This chapter provides evidence that current research and development (R&D)
expenditures tend to have consistently large and positive influences on the
market value of the firm. Like other operating information that helps tech
stock investors form appropriate expectations concerning the size and vari-
ability of future cash flows, current R&D spending decisions appear to give
investors useful insight concerning the firm’s future economic performance.
As a result, spending on R&D can be viewed as a form of investment in an
intangible asset with predictably positive effects on future revenues, cash
flows, and profits.
While significant market-value effects of R&D are generally apparent
across the broad scope of the U.S. corporate environment, such aggregate evi-
dence has the potential to obscure meaningful differences across firm size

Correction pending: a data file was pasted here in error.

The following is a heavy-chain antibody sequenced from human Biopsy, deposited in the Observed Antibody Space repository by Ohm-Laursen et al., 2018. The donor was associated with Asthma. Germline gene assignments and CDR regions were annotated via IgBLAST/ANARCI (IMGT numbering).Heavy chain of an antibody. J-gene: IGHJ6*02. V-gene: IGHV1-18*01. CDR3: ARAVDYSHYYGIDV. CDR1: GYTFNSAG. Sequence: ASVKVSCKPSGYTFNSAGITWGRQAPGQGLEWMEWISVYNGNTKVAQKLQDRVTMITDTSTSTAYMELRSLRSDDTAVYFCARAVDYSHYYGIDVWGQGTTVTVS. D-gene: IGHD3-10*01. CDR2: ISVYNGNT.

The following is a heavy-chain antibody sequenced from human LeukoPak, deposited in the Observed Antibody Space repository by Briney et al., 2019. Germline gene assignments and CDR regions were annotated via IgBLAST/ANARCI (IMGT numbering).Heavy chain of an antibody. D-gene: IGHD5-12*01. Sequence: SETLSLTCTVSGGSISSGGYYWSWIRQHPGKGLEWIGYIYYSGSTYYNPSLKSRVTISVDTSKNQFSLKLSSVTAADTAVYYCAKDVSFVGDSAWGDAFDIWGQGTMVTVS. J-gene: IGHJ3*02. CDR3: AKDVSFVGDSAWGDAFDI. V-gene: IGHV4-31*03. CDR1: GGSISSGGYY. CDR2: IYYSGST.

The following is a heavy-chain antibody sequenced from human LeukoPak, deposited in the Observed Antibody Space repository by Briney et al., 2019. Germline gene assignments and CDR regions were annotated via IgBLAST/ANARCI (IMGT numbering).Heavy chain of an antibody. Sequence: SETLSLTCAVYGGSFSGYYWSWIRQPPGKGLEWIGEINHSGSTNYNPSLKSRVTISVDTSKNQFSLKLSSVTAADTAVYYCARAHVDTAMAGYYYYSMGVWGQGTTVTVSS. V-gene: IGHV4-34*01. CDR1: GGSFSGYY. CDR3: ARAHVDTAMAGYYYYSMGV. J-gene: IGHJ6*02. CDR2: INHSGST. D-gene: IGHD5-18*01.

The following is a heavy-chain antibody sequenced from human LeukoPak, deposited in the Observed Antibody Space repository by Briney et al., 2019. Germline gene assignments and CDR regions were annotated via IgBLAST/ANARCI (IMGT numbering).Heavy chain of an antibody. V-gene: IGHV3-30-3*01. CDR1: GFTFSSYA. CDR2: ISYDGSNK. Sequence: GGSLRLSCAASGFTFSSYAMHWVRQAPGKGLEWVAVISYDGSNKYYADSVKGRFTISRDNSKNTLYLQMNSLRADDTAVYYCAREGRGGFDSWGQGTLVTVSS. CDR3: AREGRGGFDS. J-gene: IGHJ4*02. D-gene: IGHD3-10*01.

classes and industry groups. Consistent with the fact that only a handful of
firms is responsible for much corporate-sponsored R&D spending in the United
States, Hirschey (2003a) finds that stock-price effects of R&D are clearly
apparent in the case of large domestic corporations. Consistent with previous
findings reported by Chauvin and Hirschey (1993) for the late-1980s, this study
reports that the stock-price effects of R&D were somewhat greater for larger as
opposed to smaller firms in both manufacturing and nonmanufacturing sectors

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